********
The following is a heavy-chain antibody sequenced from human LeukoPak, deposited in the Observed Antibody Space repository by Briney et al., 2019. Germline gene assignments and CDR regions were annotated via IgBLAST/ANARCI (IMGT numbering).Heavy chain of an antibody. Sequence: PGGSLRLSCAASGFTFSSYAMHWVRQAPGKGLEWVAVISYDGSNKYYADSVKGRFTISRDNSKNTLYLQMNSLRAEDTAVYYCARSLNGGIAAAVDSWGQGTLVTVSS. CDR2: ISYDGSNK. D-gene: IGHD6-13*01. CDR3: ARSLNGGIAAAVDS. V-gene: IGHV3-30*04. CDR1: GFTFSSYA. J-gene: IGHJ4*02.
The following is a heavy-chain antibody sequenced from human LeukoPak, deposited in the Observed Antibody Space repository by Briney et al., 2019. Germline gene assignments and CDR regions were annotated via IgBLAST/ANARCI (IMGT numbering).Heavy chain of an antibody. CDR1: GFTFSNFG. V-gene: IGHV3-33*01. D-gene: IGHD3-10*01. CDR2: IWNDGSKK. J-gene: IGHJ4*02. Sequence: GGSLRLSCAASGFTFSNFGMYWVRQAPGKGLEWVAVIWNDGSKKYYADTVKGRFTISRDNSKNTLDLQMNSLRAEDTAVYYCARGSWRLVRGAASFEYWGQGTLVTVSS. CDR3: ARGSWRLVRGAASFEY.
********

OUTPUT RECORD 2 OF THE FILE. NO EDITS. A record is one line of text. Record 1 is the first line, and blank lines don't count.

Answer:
The following is a heavy-chain antibody sequenced from human LeukoPak, deposited in the Observed Antibody Space repository by Briney et al., 2019. Germline gene assignments and CDR regions were annotated via IgBLAST/ANARCI (IMGT numbering).Heavy chain of an antibody. CDR1: GFTFSNFG. V-gene: IGHV3-33*01. D-gene: IGHD3-10*01. CDR2: IWNDGSKK. J-gene: IGHJ4*02. Sequence: GGSLRLSCAASGFTFSNFGMYWVRQAPGKGLEWVAVIWNDGSKKYYADTVKGRFTISRDNSKNTLDLQMNSLRAEDTAVYYCARGSWRLVRGAASFEYWGQGTLVTVSS. CDR3: ARGSWRLVRGAASFEY.